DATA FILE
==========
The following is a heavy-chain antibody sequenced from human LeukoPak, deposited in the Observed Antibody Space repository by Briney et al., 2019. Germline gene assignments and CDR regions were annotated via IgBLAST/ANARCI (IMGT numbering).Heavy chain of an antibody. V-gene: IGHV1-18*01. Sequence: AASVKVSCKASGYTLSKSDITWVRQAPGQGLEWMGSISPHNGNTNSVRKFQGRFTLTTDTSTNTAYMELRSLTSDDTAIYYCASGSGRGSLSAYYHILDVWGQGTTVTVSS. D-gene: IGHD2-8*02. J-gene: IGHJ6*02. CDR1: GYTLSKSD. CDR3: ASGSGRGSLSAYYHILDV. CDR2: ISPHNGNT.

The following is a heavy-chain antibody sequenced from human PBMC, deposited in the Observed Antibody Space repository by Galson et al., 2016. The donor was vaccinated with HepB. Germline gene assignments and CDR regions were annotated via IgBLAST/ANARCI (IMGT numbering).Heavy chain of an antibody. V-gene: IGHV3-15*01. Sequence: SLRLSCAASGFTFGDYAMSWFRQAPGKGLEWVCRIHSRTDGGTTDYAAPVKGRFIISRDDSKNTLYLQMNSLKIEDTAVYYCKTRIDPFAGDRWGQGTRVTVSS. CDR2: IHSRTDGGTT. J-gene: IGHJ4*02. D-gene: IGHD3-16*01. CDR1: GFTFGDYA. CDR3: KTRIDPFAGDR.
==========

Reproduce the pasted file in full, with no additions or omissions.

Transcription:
The following is a heavy-chain antibody sequenced from human LeukoPak, deposited in the Observed Antibody Space repository by Briney et al., 2019. Germline gene assignments and CDR regions were annotated via IgBLAST/ANARCI (IMGT numbering).Heavy chain of an antibody. V-gene: IGHV1-18*01. Sequence: AASVKVSCKASGYTLSKSDITWVRQAPGQGLEWMGSISPHNGNTNSVRKFQGRFTLTTDTSTNTAYMELRSLTSDDTAIYYCASGSGRGSLSAYYHILDVWGQGTTVTVSS. D-gene: IGHD2-8*02. J-gene: IGHJ6*02. CDR1: GYTLSKSD. CDR3: ASGSGRGSLSAYYHILDV. CDR2: ISPHNGNT.

The following is a heavy-chain antibody sequenced from human PBMC, deposited in the Observed Antibody Space repository by Galson et al., 2016. The donor was vaccinated with HepB. Germline gene assignments and CDR regions were annotated via IgBLAST/ANARCI (IMGT numbering).Heavy chain of an antibody. V-gene: IGHV3-15*01. Sequence: SLRLSCAASGFTFGDYAMSWFRQAPGKGLEWVCRIHSRTDGGTTDYAAPVKGRFIISRDDSKNTLYLQMNSLKIEDTAVYYCKTRIDPFAGDRWGQGTRVTVSS. CDR2: IHSRTDGGTT. J-gene: IGHJ4*02. D-gene: IGHD3-16*01. CDR1: GFTFGDYA. CDR3: KTRIDPFAGDR.